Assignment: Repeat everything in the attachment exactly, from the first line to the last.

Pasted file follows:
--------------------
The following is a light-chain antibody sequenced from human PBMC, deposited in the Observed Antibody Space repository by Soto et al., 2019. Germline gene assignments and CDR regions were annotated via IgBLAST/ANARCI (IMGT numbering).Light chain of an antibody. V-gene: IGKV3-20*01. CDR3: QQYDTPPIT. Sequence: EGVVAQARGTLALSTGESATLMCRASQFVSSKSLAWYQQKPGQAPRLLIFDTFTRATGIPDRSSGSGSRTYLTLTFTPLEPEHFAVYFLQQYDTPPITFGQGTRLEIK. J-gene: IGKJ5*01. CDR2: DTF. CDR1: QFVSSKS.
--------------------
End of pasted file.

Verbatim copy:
The following is a light-chain antibody sequenced from human PBMC, deposited in the Observed Antibody Space repository by Soto et al., 2019. Germline gene assignments and CDR regions were annotated via IgBLAST/ANARCI (IMGT numbering).Light chain of an antibody. V-gene: IGKV3-20*01. CDR3: QQYDTPPIT. Sequence: EGVVAQARGTLALSTGESATLMCRASQFVSSKSLAWYQQKPGQAPRLLIFDTFTRATGIPDRSSGSGSRTYLTLTFTPLEPEHFAVYFLQQYDTPPITFGQGTRLEIK. J-gene: IGKJ5*01. CDR2: DTF. CDR1: QFVSSKS.